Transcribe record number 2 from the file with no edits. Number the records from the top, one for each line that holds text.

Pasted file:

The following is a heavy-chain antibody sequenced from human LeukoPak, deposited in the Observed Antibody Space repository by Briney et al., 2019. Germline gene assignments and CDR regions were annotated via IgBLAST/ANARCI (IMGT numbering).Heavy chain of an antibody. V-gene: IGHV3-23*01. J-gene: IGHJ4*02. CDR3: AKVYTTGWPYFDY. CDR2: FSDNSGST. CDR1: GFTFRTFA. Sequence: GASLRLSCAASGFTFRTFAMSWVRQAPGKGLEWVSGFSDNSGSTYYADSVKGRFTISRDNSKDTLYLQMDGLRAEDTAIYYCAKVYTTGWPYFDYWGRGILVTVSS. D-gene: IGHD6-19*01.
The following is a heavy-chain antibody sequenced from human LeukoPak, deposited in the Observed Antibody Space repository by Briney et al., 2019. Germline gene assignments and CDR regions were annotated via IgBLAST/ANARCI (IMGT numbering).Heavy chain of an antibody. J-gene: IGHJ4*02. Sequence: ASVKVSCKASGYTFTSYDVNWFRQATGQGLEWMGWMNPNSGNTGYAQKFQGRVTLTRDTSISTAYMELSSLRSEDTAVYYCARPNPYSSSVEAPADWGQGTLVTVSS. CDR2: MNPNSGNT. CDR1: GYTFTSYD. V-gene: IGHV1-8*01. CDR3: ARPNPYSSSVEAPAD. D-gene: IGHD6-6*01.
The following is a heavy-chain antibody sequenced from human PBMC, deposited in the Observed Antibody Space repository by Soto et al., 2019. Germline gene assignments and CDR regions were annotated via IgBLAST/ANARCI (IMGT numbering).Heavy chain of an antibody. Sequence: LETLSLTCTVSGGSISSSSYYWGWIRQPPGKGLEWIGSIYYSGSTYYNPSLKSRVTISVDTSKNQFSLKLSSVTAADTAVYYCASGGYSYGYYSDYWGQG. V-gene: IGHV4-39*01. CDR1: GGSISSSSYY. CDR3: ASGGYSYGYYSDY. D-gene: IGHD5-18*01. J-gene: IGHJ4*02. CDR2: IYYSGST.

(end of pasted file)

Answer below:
The following is a heavy-chain antibody sequenced from human LeukoPak, deposited in the Observed Antibody Space repository by Briney et al., 2019. Germline gene assignments and CDR regions were annotated via IgBLAST/ANARCI (IMGT numbering).Heavy chain of an antibody. J-gene: IGHJ4*02. Sequence: ASVKVSCKASGYTFTSYDVNWFRQATGQGLEWMGWMNPNSGNTGYAQKFQGRVTLTRDTSISTAYMELSSLRSEDTAVYYCARPNPYSSSVEAPADWGQGTLVTVSS. CDR2: MNPNSGNT. CDR1: GYTFTSYD. V-gene: IGHV1-8*01. CDR3: ARPNPYSSSVEAPAD. D-gene: IGHD6-6*01.